Having done wrong by sideswiping another vehicle, I did try to do right by continuing through an intersection and stopping at the curb to locate the distraught other to whom I owed an apology and my insurance assurances. But no one was anywhere. No damaged car knocked sideways by the impact. It seemed impossible but that was it: no one, nothing.
To understand why I risked turning right from the left lane, we have to go back a couple of hours to the moment I noticed the small lit upturned bowl with the exclamation mark on the dashboard glowing its warning about tire trouble. I had seen that indicator lit many times when I lived on Gough in San Francisco and it hadn’t alarmed me like it should. So when I did pull up to an air hose in a filling station near the location of my therapy appointment in Berkeley and saw the nail in the left rear tire and gauged how flat the tire was, I knew this time I was in real trouble. Air was escaping about as fast as I could pump in 40 lbs. of new air.
That excess air was part of my plan, which did not include panicking or canceling my weekly meeting with my beloved therapist. I assured myself I could stop at multiple air hoses until I was out of quarters and still get to a Big O in Berkeley in time to repair the tire without sacrificing the hour of trauma therapy I was now in desperate need of.
However, the false confidence fueling my behavior did not serve me well. With the tire flattening even as I sat in the orange chair I favor, I fiercely defended my thought process when my therapist hazarded the opinion that I might feel better canceling our morning meeting to deal with the tire. Oh the angry reaction. “I’ve thought this through!” I snapped, defending my territory, my right to be stupid, as it turned out.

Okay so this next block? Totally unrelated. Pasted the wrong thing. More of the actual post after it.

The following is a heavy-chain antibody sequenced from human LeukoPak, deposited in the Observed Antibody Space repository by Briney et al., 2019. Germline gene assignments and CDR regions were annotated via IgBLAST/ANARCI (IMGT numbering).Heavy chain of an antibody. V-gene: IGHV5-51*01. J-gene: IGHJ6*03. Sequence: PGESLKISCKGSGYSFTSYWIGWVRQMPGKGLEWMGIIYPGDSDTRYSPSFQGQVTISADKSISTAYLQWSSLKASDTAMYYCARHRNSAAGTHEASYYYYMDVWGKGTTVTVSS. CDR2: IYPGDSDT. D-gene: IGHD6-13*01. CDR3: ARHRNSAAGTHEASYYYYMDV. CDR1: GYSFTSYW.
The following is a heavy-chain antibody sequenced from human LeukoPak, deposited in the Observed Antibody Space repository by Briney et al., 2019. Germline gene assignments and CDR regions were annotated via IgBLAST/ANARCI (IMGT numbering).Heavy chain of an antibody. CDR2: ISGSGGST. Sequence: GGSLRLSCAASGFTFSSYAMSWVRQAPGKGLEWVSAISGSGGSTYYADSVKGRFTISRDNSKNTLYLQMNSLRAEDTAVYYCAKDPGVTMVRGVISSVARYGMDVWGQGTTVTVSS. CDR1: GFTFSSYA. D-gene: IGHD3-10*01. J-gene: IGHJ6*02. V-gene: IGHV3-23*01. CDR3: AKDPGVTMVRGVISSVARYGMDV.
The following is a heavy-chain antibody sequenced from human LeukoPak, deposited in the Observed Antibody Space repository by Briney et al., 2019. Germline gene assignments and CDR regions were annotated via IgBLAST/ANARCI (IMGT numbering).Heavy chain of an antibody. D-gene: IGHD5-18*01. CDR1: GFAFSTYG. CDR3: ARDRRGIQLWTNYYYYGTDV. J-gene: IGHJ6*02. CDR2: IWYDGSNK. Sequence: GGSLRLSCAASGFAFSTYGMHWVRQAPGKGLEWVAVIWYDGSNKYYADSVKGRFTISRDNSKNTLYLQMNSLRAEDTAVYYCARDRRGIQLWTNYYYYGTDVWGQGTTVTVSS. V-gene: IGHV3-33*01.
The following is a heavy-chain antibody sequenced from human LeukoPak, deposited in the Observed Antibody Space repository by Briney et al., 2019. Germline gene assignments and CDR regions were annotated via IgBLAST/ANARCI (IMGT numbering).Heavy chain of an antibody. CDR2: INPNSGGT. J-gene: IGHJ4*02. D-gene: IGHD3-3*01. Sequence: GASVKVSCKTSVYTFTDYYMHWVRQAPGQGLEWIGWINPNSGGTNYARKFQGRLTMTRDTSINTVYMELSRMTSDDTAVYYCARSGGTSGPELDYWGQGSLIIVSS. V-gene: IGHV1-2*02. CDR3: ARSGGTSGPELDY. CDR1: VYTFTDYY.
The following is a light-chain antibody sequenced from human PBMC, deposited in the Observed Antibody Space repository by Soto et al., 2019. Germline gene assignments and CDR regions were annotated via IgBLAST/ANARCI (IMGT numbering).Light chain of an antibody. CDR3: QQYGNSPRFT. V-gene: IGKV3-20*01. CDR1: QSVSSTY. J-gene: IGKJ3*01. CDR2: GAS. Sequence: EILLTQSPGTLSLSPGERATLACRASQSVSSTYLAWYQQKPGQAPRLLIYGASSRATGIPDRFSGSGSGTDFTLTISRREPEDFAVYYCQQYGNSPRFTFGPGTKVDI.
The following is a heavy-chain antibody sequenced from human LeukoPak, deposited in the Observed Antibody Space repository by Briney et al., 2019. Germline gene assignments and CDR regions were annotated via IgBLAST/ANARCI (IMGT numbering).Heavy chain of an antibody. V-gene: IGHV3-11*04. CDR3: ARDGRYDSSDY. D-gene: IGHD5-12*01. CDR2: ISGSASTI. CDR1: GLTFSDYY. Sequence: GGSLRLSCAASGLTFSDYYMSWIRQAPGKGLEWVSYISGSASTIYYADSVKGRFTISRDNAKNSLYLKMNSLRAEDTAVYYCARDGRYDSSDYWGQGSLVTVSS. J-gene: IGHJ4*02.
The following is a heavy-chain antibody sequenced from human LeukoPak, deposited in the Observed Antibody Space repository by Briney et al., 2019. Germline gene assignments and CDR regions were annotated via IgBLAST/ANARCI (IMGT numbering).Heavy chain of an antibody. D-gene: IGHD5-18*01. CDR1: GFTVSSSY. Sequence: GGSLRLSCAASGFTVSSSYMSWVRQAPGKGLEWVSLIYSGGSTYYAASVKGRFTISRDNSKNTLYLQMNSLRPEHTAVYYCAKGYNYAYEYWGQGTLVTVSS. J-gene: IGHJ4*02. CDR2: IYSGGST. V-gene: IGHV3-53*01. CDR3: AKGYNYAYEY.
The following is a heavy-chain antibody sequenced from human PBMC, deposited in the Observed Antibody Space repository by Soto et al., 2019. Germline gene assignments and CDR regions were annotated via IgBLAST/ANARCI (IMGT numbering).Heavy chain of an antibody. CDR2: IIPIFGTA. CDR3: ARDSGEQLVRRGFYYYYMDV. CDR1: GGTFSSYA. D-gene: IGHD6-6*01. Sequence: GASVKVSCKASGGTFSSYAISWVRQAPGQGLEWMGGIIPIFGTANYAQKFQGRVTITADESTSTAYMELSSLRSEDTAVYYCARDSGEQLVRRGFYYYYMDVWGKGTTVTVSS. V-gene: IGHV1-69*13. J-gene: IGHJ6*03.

And so it was that panic to replace the once-again flattened tire had me veering recklessly from the left lane to turn right onto San Pablo in Berkeley where I expected to find the Big O tire store. By this time though I couldn’t remember its location nor mine either.
And so with a damaged front bumper and a really flat tire, I pulled an illegal U turn and stopped near a small shop that did repairs. While it didn’t stock bumpers or replace tires, Andy who worked there drove the car in, jacked it up, removed the tire, patched it, filled it with the correct amount of air as well as checked the other three tires, and refused payment for his kindness.
He told me I could make it safely now to wherever the bumper could be repaired or replaced. With that assurance, I checked on Foxie, the dog, who was crated in the back of the car and drove away in search of Automobile Row/Broadway, making many wrong turns and seeming to choose only streets with speed bumps over which I would travel very slowly.
Eventually, I arrived at the Toyota sales and service but they did not do collision repairs. I was wearing as thin as that sad left rear tire and was close to dangling as loosely as the bumper, when the manager said Quality Body and Fender representatives were on their way to deliver a repaired Subaru and they would take the car. When the man from Quality arrived, I handed him the keys and let the dealership’s shuttle driver take Foxie and me home to 100 Grand Ave.
By the time of this posting, the car has been repaired and returned. And I found a prism of wisdom through which to look at this experience in chapter five of Pema Chodron’s book Living Beautifully with Uncertainty and Change. Here’s my paraphrase: Experiences have “delightful” and “difficult” parts. Here’s Pema: “Embracing the totality of your experience is one definition of having loving-kindness for yourself.”
My last word: I had been foolish and careless, yet all around me had been kindness.